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Distance-dependent duplex DNA destabilization proximal to G-quadruplex/i-motif sequences.

König SL, Huppert JL, Sigel RK, Evans AC - Nucleic Acids Res. (2013)

Bottom Line: Prediction of putative G-quadruplex-forming regions is likely to be assisted by further understanding of what distance (number of base pairs) is required for duplexes to remain stable as quadruplexes or i-motifs form.Using oligonucleotide constructs derived from precedented G-quadruplexes and i-motif-forming bcl-2 P1 promoter region, initial biophysical stability studies indicate that the formation of G-quadruplex and i-motif conformations do destabilize proximal duplex regions.The undermining effect that quadruplex formation can have on duplex stability is mitigated with increased distance from the duplex region: a spacing of five base pairs or more is sufficient to maintain duplex stability proximal to predicted quadruplex/i-motif-forming regions.

View Article: PubMed Central - PubMed

Affiliation: Cavendish Laboratory, University of Cambridge, JJ Thomson Avenue, Cambridge CB3 0HE, UK, Institute of Inorganic Chemistry, University of Zurich, Winterthurerstrasse 190, 8057 Zurich, Switzerland and University of Nice-Sophia Antipolis, UMR 7272 CNRS, Institut de 40 Chimie de Nice, 28 Avenue Valrose, 06108 Nice, France.

ABSTRACT
G-quadruplexes and i-motifs are complementary examples of non-canonical nucleic acid substructure conformations. G-quadruplex thermodynamic stability has been extensively studied for a variety of base sequences, but the degree of duplex destabilization that adjacent quadruplex structure formation can cause has yet to be fully addressed. Stable in vivo formation of these alternative nucleic acid structures is likely to be highly dependent on whether sufficient spacing exists between neighbouring duplex- and quadruplex-/i-motif-forming regions to accommodate quadruplexes or i-motifs without disrupting duplex stability. Prediction of putative G-quadruplex-forming regions is likely to be assisted by further understanding of what distance (number of base pairs) is required for duplexes to remain stable as quadruplexes or i-motifs form. Using oligonucleotide constructs derived from precedented G-quadruplexes and i-motif-forming bcl-2 P1 promoter region, initial biophysical stability studies indicate that the formation of G-quadruplex and i-motif conformations do destabilize proximal duplex regions. The undermining effect that quadruplex formation can have on duplex stability is mitigated with increased distance from the duplex region: a spacing of five base pairs or more is sufficient to maintain duplex stability proximal to predicted quadruplex/i-motif-forming regions.

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Schemes of the four-stranded structures in the focus of this study and experimental design. (A) Schematic of a G-quadruplex. Poly(G) stretches interact via W–C and Hoogsteen hydrogen bonds to form G-tetrads (squares) capable of stacking together. Quadruplex thermodynamic stability is enhanced by mono- and divalent cations (grey spheres). (B) Schematic of an i-motif: Poly(C) pairs interact in protic environments (squares) and stack together in an intercalated manner. (C) Characterization of duplex stability in various molecular environments. References: Two different double-strands (top1, bottom1 and top2, bottom2) are denatured when they are subjected to high temperature and re-associate at decreasing temperature. Mismatches (MM) decrease thermal stability and are introduced to induce structural flexibility and one end of the duplex. G-quadruplex, i-motif: Thermal melting with two different G-quadruplex-forming sequences (GQ1 and GQ2) and an IM sequence directly joined to one of the duplex strands. The thermodynamic parameters associated with duplex dissociation were subsequently compared with the reference. Control: Poly(T) single-stranded overhangs of varying length (poly(T)1, poly(T)2, poly(T)3) are appended to the duplex to characterize the effect of an unstructured overhang on duplex thermodynamics.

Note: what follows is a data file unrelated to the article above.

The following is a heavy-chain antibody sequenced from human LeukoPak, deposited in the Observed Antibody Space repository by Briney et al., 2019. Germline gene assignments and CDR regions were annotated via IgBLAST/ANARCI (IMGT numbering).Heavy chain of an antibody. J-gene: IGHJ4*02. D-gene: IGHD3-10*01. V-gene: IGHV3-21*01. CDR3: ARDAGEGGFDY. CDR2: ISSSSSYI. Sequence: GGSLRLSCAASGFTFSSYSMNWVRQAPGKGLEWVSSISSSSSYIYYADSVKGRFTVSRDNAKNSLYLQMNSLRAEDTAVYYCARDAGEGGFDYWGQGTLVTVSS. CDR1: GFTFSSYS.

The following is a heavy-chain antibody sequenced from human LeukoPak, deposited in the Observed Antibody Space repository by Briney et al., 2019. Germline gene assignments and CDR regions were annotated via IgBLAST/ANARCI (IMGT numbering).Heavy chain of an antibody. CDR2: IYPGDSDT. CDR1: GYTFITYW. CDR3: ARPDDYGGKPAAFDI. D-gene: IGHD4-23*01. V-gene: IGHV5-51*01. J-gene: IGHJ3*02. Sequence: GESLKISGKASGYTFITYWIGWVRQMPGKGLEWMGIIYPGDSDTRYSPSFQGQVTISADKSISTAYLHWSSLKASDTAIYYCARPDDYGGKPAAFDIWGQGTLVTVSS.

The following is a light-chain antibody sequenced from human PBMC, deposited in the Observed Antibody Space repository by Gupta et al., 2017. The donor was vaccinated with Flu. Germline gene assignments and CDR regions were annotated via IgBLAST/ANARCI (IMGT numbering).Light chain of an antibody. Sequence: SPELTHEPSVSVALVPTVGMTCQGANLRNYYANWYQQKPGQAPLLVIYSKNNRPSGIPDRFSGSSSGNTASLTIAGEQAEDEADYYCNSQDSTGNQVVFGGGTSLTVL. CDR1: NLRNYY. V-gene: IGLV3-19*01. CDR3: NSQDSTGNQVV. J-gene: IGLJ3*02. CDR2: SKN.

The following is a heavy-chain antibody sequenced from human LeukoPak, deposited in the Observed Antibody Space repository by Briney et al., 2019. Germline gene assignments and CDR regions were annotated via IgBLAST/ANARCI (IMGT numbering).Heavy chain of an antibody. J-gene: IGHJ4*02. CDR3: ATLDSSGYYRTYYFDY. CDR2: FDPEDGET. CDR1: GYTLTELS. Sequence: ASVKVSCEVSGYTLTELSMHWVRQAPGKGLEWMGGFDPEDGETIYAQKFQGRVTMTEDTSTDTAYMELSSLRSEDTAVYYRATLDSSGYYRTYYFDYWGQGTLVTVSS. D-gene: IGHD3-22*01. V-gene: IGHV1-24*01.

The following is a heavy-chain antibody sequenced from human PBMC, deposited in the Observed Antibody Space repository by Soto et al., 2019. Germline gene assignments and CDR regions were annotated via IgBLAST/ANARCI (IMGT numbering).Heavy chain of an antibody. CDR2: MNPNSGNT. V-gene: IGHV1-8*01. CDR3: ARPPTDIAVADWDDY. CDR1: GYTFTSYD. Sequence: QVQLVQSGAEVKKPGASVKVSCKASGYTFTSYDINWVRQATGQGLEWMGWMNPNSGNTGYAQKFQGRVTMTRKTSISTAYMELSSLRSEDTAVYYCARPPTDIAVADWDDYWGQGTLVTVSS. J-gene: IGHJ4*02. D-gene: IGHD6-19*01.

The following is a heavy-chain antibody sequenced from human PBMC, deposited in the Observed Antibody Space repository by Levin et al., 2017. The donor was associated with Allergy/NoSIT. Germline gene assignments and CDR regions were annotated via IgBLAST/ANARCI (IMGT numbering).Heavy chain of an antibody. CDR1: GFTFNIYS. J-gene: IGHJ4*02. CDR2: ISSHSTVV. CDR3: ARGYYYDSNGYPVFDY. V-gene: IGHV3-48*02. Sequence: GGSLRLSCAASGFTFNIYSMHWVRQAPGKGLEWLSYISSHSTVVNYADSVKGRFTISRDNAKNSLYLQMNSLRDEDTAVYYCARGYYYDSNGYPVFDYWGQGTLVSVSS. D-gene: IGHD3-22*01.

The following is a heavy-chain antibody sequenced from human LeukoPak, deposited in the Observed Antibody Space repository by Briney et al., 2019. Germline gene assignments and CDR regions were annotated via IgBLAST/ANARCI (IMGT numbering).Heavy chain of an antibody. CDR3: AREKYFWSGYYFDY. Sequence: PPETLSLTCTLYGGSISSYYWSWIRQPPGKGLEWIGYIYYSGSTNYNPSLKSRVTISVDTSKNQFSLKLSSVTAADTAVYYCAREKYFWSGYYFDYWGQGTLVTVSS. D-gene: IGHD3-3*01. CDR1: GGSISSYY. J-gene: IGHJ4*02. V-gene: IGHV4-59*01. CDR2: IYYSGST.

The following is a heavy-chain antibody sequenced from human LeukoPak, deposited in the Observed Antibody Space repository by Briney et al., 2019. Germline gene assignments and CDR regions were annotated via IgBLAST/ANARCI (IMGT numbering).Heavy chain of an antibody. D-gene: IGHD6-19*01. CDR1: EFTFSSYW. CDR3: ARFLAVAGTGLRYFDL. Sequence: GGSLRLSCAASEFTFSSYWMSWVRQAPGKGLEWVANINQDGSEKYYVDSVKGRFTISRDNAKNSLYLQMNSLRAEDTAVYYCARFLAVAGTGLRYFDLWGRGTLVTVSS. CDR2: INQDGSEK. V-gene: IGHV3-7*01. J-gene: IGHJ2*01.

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gkt476-F1: Schemes of the four-stranded structures in the focus of this study and experimental design. (A) Schematic of a G-quadruplex. Poly(G) stretches interact via W–C and Hoogsteen hydrogen bonds to form G-tetrads (squares) capable of stacking together. Quadruplex thermodynamic stability is enhanced by mono- and divalent cations (grey spheres). (B) Schematic of an i-motif: Poly(C) pairs interact in protic environments (squares) and stack together in an intercalated manner. (C) Characterization of duplex stability in various molecular environments. References: Two different double-strands (top1, bottom1 and top2, bottom2) are denatured when they are subjected to high temperature and re-associate at decreasing temperature. Mismatches (MM) decrease thermal stability and are introduced to induce structural flexibility and one end of the duplex. G-quadruplex, i-motif: Thermal melting with two different G-quadruplex-forming sequences (GQ1 and GQ2) and an IM sequence directly joined to one of the duplex strands. The thermodynamic parameters associated with duplex dissociation were subsequently compared with the reference. Control: Poly(T) single-stranded overhangs of varying length (poly(T)1, poly(T)2, poly(T)3) are appended to the duplex to characterize the effect of an unstructured overhang on duplex thermodynamics.

Mentions: The canonical Watson–Crick (W–C) double-helix conformation of DNA has been extensively studied and is well understood. It is less well known that nucleic acids can also form alternative conformational structures, such as G-quadruplexes and i-motifs. A G-quadruplex conformer consists of stacks of G-quartets, which are composed of four guanine bases arranged in a plane and stabilised by Hoogsteen (H) and W–C hydrogen-bonding interactions (1). Enhanced electrostatic and π–π-bonding interactions cause these G-quartets to stack together into G-quadruplex conformers: this stacking has been found to be strongly favoured by the presence of mono- and divalent cations (Figure 1A) (2,3). A wide variety of G-quadruplex topologies have been demonstrated to exist, each varying with regard to the number of guanines involved, relative strand orientation and loop topology (4,5). G-quadruplex stability in isolation has been thoroughly studied, and significant influencing factors include the number of stacked G-quartets, G-quadruplex topology and the type of G-quadruplex-binding cation present in solution (6–11). A G-quadruplex is most likely to form in the presence of at least four consecutive G-runs; hence, putative G-quadruplex-forming regions can be predicted by scanning through nucleic acid genetic sequences (12).Figure 1.